Richterliche Selbstbindung durch Methodenlehren – eine Frage der Ethik
It is a constitutional demand for judges to be objective. Ethical codes show that objectivity depends on rules enabling individuals to counter their subjectivity. Yet these codes focus on judges' general behaviour while methodology strives for objectivity in the judges' core task of applying the law on a specific case. Various methods are examined whether they guarantee or at least contribute to an objective interpretation of the law within the existing margin of interpretation. Conscious application of methodology is elaborated upon as a demand of a democratic state under the rule of law. While the principle of judicial independence already limits control of the external result of the adjudication process, it is almost impossible to control the internal process of applying the law that takes place only inside the judge's head. Thus, it is up to each judge to ensure objectivity by internally binding themselves to a conscious application of methods – therefore constituting an ethical demand.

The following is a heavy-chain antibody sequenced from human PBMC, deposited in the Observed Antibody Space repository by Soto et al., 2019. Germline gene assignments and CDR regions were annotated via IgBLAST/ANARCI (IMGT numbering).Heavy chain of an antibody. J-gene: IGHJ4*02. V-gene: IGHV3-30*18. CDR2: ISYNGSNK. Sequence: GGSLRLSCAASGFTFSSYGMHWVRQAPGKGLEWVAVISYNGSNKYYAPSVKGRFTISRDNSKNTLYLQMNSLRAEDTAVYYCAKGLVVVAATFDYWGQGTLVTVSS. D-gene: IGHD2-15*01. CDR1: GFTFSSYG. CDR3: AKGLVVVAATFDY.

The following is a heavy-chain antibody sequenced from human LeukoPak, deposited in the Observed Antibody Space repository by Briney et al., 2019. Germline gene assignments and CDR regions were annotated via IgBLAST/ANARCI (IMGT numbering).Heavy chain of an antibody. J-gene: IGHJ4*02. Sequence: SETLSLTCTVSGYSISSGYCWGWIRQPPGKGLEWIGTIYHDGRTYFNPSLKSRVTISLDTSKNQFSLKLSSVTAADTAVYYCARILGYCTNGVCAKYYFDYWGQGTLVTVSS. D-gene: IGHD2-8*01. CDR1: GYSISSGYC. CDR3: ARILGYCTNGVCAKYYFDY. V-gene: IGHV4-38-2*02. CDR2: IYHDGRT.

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Document Type: Research Article
Publication date: July 1, 2015
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- Archiv für Rechts- und Sozialphilosophie, edited by authorisation of the International Association for Philosophy of Law and Social Philosophy (IVR), is an international, peer-reviewed journal, first published in 1907. It features original articles on philosophical research on legal and social questions, covering all aspects of social and legal life.
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